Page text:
If you've ever experienced a hurricane you know how unpleasant and at times scarey it can be. As we sat in our home all we could do was huddle together in our living room. No one dared go through the rest of the house as it was pitch black due to the power being out. Candles and hand held flashlights were the only source of light we had to direct our steps. The rains fel harder and harder with each passing minute. Winds blew stronger, lighting and thunder clapped so loud and hard that you could feel it in your very soul. You couldn't see out the windows as they had been boarded up for protection against flying debris. Only when the eye of the storm passed through was there an uneasy sense of calm. We walked out onto the front porch only to find that the rising waters were almost at our porch floor. We still had the other side of the storm to go through so we prayed that the water would not rise enough to enter our home.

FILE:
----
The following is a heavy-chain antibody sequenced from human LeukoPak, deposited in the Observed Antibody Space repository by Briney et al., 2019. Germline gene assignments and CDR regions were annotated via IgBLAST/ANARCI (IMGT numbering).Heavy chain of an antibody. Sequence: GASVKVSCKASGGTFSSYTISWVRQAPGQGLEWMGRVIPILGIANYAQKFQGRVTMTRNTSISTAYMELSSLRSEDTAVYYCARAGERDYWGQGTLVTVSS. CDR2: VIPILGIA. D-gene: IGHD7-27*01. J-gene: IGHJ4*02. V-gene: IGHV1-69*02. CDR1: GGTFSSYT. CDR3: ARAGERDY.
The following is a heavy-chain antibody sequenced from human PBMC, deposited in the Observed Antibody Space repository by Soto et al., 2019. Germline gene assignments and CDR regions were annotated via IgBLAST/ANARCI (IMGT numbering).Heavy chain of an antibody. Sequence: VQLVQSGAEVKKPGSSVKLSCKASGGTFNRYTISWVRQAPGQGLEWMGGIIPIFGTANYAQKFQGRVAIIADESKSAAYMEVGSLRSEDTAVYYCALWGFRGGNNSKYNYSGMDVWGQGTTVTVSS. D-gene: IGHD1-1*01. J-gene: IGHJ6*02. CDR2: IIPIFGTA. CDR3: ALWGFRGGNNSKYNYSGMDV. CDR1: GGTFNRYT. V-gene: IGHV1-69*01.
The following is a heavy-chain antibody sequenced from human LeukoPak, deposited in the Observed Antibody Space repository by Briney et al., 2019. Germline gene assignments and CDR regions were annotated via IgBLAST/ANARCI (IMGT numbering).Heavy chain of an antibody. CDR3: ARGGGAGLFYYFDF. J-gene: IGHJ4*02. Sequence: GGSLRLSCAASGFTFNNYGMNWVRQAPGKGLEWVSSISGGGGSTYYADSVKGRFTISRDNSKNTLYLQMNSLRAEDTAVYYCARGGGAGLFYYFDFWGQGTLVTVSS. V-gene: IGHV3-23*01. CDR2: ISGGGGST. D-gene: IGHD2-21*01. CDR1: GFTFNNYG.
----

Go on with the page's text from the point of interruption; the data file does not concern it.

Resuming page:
There was a change in the atmosphere and we all knew to get back into the house. The eye was quickly passing and it was time for round 2 of the storm. What a frightening time it was. Once things were over and the slightest light of dawn began to peek through the clouds we knew we had survived the worst. Water was over waist high on the adults and for a child it was much higher. The remnants of hurricane Alicia certainly were seen and felt. No one really got any sleep so we were all exhausted from the over night events. Roads were impassable and electric wires were dangling all around the city. News reports on the portable radio, which was our only means of communication to the outside world, stated for everyone to shelter in place. Well really, where on earth could one go in a situation like that!?! But I guess to help deter looters they had to make the announcement.